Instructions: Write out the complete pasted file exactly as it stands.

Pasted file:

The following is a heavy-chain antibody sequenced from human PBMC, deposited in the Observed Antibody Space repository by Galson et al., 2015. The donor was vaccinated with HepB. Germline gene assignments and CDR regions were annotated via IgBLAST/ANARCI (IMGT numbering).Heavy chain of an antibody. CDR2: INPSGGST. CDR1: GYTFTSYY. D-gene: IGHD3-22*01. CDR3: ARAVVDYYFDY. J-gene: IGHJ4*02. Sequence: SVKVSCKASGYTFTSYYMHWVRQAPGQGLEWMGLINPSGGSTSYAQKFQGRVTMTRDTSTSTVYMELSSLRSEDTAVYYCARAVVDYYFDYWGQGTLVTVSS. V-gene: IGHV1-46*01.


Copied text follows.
The following is a heavy-chain antibody sequenced from human PBMC, deposited in the Observed Antibody Space repository by Galson et al., 2015. The donor was vaccinated with HepB. Germline gene assignments and CDR regions were annotated via IgBLAST/ANARCI (IMGT numbering).Heavy chain of an antibody. CDR2: INPSGGST. CDR1: GYTFTSYY. D-gene: IGHD3-22*01. CDR3: ARAVVDYYFDY. J-gene: IGHJ4*02. Sequence: SVKVSCKASGYTFTSYYMHWVRQAPGQGLEWMGLINPSGGSTSYAQKFQGRVTMTRDTSTSTVYMELSSLRSEDTAVYYCARAVVDYYFDYWGQGTLVTVSS. V-gene: IGHV1-46*01.